With revocable trusts, the devil is in the details.

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With revocable trusts, the devil is in the details.

Remember these five important things about living trusts

There are five important things to know about living trusts – also known as revocable trusts or inter vivos trusts – for trustees to place their assets while living and help their family members avoid the probate process.

When you put property into a living trust, the trust becomes its owner, which is why you must transfer title to the property from your own name to that of the trust. Revocable living trusts (RLTs) help estate planning attorneys design custom plans for unique client situations. Note, the information here is not meant to replace the thorough and confidential counsel of an estate planning attorney.

A three-party agreement: the trust maker, trustee and beneficiary

The "revocable" in RLT means that the trust maker (also known as the grantor, settlor or trustor) reserves the right to change any trust provisions as long as the trust maker is alive and has legal capacity to make decisions. Once he or she passes or no longer has legal capacity, then the RLT becomes irrevocable.

Avoiding “living probate”

One of the major benefits of the RLT is the uninterrupted management of trust assets should the trust maker or beneficiary lose legal capacity. The authority of a trustee over trust assets is greater than that of an agent acting under a durable power of attorney over assets still titled in the name of someone who is incapacitated.

Avoiding ''death probate''

Because the estate distribution plan of the trust maker remains private, court costs are eliminated and the delays often associated with probate are avoided. Of course, the degree to which these benefits are realized may vary depending on the state where the trust maker was a legal resident at the time of death. Owning real estate in more than one state could subject an individual to probate in each respective state, which is yet another advantage when real estate is titled to the RLT.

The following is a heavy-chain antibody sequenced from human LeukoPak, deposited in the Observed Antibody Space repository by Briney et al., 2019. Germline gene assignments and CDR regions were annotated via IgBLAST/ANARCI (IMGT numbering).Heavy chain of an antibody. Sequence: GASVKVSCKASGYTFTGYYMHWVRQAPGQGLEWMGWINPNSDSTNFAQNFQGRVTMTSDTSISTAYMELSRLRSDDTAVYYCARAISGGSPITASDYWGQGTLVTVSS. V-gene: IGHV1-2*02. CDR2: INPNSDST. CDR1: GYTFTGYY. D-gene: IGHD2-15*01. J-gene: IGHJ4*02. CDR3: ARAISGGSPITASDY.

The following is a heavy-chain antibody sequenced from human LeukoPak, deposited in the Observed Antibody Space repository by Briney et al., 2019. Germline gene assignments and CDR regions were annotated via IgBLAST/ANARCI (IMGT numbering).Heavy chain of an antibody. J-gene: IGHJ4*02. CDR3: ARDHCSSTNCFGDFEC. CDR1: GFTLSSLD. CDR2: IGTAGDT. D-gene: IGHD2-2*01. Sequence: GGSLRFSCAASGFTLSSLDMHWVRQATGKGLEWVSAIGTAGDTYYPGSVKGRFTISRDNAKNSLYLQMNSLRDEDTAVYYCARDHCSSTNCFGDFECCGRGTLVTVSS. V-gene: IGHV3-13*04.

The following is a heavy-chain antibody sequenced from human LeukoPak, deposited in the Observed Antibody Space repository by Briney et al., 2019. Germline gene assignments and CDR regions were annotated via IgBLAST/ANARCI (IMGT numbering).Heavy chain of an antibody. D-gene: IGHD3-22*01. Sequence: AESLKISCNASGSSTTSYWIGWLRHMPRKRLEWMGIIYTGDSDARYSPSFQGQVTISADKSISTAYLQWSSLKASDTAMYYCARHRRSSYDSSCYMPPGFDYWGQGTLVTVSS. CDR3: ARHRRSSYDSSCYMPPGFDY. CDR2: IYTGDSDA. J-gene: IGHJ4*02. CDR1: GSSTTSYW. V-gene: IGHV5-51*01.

Funding fundamentals

The "titling" of assets is truly the "secret sauce" when it comes to estate planning. Because the key to the success (or failure) of any estate plan, whether passing through probate under a last will and testament or avoiding probate with an RLT, hinges on knowing what is owned, how it is titled, where it is located and its value – and the people who know it best are no longer alive or no longer have legal capacity. As a result, up-to-date record keeping and careful asset titling are essential.

Choosing trustees

Along with asset "titling," the selection of your successor trustees will determine whether your RLT is successful. There are really three basic options when it comes to filling this crucial role:

  1. Go with trusted family members or friends. Likely they know the strengths and weaknesses of your beneficiaries. Unfortunately, they may be busy with their own lives, financial and otherwise. Also, they may be unable to say "no" to the supplications of irresponsible trust beneficiaries.
  2. Professional trustees can be a common choice.
  3. Consider combining the previous options for the best of both. Under a co-trustee approach, clients can appoint a family member (or friend) trustee who understands the strengths and weaknesses of your beneficiaries, while a professional trustee is chosen and is given the power to say "no" to irresponsible distributions. In the process, personal relationships are preserved and beneficiaries are protected.

 

Final thoughts

Even basic RLT planning can be complex. Consider an estate planning attorney carefully. Sadly, much of what passes for estate planning today is little more than word processing. Someone asks a few questions and then fits you into their pre-defined box. Don’t let clients settle for less than thoughtful, personalized planning. 



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